“We also look at how we can complement the OEM products with our aftermarket product line. For example, our ISOBUS VT, which stands for virtual terminal, enables ISOBUS implements to work with our display. This gives aftermarket dealers an opportunity to make display, guidance and other aftermarket sales.”

MechamTrevor Mecham, Advanced Farming Systems marketing manager, Case IH: “We want to have cross functionality across platforms, even in the competitive scope of the product that we are able to conform to specific application program interfaces (APIs). So if there are customers who have certain desktop software they want to utilize or a certain application they want to utilize, we have that transferability to look at variety tracking, or interpret data that comes across the combine feed. We have to be open to that mindset and that’s what we’re looking to overcome.

“It doesn’t mean it’s always going to be as such because within certain areas of the industry there may be information that is encrypted or locked down. But we invite others to have the openness that we do. We are involved with the Open Ag Data Alliance (OADA) and are encompassing and focusing our products around being as brand agnostic as possible.”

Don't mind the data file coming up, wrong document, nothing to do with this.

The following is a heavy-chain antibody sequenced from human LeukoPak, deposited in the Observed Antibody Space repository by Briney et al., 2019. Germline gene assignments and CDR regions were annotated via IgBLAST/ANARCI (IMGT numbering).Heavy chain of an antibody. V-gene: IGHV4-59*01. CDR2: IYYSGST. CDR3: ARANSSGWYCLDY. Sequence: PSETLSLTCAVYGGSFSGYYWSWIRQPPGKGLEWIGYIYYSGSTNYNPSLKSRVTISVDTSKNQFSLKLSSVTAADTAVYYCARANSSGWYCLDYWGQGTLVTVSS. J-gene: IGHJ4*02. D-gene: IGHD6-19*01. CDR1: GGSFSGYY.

Q. To what extent can precision data management service be a revenue source for your dealers, and what is your stance on ownership of that information?


Martinez: “We have several different models of reseller. There are definitely the resellers that have a very high level of expertise in hardware. They know machines. Then we have the reseller that is an expert in data management and agronomic service and do some hardware work.

“As we move forward with data management products, it’s becoming more of a necessity to have a tool set that farmers can access easily and derive some value out of, more than just a ‘nice to have’ product. Farmers are looking for more than a product now. They are looking for the complete solution.

“Maybe it’s not just that high-accuracy GPS receiver on top of the tractor anymore. It’s combined with the precision application equipment as well as the data that feeds it. Having a business that is able to help the farmer through that entire solution is really valuable.